This morning I see that he's reached out to conservatives by, once again, calling for laws that would curtail genetic research. Some of his other science and technology initiatives are positive, like spending more money on alternative fuel sources. Of course the spending amount he's asking for is puny. Considering the profit made by oil companies, it's too bad he cut corporate taxes earlier in his administration, isn't it... Anyway, here's what he said about genetic research:
A hopeful society has institutions of science and medicine that do not cut ethical corners, and that recognize the matchless value of every life. Tonight I ask you to pass legislation to prohibit the most egregious abuses of medical research -- human cloning in all its forms -- creating or implanting embryos for experiments, creating human-animal hybrids and buying, selling, or patenting human embryos.Gosh, that sounds pretty reasonable, doesn't it? No "playing god". No "human-animal hybrids". Where's the harm in that?
Human life is a gift from our creator -- and that gift should never be discarded, devalued, or put up for sale.
Well, according to the Pharyngula blog (a science blog over at ScienceBlogs) it would make illegal research that is currently being done on Down syndrome. That blog puts it in more detail, but what it comes down to is this: scientists have been able to implant a human chromosome 21 into mice embryos, who in turn develop many of the same characteristics of Down syndrome. This gives scientists an animal test subject for which they can try to repair or prevent the genetic abnormality.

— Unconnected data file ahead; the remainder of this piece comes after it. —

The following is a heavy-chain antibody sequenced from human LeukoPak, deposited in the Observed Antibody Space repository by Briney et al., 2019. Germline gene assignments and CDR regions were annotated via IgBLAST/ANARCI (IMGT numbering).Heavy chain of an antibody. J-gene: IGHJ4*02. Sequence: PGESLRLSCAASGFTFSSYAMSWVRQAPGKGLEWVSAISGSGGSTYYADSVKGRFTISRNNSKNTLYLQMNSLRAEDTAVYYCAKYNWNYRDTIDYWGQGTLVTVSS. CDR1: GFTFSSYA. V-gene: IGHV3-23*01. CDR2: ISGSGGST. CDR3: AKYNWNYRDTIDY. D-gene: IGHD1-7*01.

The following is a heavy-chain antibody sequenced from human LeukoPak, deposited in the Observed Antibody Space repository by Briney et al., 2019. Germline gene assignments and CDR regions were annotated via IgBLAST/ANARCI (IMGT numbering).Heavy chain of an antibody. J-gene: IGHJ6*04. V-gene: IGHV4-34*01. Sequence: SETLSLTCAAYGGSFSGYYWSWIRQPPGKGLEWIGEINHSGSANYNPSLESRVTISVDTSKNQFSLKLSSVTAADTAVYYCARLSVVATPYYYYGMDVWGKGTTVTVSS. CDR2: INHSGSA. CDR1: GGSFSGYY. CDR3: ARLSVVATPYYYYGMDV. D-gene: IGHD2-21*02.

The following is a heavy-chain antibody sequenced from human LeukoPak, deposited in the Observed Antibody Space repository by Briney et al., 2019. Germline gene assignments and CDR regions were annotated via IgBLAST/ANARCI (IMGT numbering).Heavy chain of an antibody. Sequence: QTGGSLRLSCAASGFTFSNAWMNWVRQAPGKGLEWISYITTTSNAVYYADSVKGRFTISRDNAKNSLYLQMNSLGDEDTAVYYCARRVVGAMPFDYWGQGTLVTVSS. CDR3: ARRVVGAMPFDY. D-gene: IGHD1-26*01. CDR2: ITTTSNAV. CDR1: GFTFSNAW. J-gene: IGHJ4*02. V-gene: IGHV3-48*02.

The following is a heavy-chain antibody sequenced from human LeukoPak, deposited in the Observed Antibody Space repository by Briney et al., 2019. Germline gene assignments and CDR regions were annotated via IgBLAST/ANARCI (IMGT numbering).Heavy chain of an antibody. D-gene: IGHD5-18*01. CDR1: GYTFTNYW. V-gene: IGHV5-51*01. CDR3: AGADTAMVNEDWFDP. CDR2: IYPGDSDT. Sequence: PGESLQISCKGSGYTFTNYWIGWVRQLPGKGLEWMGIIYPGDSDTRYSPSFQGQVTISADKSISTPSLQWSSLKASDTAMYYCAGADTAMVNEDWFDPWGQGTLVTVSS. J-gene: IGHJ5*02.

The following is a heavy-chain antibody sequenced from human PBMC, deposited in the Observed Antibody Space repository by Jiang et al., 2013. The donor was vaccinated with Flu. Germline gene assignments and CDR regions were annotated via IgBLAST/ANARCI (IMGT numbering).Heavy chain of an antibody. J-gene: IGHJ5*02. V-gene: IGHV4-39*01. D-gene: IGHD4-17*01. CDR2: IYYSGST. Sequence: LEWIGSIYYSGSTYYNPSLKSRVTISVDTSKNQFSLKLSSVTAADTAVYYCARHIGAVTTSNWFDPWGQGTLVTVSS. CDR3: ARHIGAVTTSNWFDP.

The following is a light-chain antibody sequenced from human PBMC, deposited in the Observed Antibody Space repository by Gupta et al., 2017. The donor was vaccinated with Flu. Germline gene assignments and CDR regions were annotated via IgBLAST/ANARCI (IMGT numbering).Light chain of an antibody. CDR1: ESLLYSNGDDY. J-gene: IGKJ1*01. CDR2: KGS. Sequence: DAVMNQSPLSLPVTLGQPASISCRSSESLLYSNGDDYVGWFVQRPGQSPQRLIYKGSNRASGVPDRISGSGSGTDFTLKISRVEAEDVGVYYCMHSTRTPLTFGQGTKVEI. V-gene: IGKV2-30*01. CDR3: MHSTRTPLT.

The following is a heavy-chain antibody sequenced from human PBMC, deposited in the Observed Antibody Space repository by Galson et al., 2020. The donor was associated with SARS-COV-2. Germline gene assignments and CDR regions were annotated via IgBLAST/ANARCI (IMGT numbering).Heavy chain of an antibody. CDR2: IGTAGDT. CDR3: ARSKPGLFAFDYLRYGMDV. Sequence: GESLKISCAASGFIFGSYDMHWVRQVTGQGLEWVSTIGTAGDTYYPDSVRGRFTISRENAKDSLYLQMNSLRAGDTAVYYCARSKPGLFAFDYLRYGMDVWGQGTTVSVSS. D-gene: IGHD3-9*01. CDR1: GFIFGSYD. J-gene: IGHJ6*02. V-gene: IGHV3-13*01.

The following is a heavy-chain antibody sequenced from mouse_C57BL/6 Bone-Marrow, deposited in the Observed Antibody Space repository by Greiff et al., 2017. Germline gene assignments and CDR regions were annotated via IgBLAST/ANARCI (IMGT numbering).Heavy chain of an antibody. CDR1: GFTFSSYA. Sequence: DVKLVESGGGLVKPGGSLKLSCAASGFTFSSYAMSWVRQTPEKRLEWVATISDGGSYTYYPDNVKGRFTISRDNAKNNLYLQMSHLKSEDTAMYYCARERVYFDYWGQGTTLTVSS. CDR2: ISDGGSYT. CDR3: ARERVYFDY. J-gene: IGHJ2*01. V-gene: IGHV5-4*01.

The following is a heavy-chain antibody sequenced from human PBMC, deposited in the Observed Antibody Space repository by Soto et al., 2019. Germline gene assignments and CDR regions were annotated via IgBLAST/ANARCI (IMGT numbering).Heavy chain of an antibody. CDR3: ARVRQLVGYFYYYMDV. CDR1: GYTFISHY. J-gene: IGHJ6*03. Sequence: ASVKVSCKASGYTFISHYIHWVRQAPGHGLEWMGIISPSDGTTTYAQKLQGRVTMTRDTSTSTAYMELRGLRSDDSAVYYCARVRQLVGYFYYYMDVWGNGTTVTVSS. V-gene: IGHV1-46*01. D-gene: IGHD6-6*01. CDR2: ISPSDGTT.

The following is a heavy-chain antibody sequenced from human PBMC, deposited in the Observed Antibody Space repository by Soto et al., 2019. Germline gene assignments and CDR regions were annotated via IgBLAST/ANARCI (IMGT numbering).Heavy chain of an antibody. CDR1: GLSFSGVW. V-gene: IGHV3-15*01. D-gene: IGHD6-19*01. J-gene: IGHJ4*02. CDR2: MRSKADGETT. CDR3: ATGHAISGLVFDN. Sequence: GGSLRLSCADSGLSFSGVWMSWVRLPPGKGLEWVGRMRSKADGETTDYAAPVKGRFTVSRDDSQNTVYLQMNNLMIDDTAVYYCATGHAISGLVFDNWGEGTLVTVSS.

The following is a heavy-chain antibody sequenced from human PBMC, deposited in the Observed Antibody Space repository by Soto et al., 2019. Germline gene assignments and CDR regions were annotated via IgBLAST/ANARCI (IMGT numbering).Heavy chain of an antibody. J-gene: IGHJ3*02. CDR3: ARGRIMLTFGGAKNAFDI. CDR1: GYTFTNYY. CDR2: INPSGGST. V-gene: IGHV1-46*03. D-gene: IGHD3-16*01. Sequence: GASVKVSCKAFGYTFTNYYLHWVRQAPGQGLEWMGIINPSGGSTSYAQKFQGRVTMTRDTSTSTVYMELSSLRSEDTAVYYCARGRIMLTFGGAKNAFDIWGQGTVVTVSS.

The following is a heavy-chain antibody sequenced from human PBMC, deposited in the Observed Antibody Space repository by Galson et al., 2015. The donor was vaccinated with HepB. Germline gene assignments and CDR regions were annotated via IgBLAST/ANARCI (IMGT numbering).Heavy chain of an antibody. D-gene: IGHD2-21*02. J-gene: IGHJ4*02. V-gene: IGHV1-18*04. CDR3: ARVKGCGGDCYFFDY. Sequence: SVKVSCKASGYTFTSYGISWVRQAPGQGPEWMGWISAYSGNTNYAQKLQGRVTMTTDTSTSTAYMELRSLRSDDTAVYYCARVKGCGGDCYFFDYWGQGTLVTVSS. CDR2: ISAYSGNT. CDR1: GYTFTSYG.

This line of research, one of the most promising for people suffering from this abnormality, would be made illegal of President Bush had his way.
It's obvious that Bush is pandering to the religious right with scary scenarios of human-animal hybrids, ala The Island of Dr. Moreau. In trying to wrest political capital, he will — if he gets his way — condemn countless people (all of them as yet unborn) to what will ultimately be needless suffering.
This is an issue near to me, as my family (on my Dad's side) suffers from Huntington's Disease.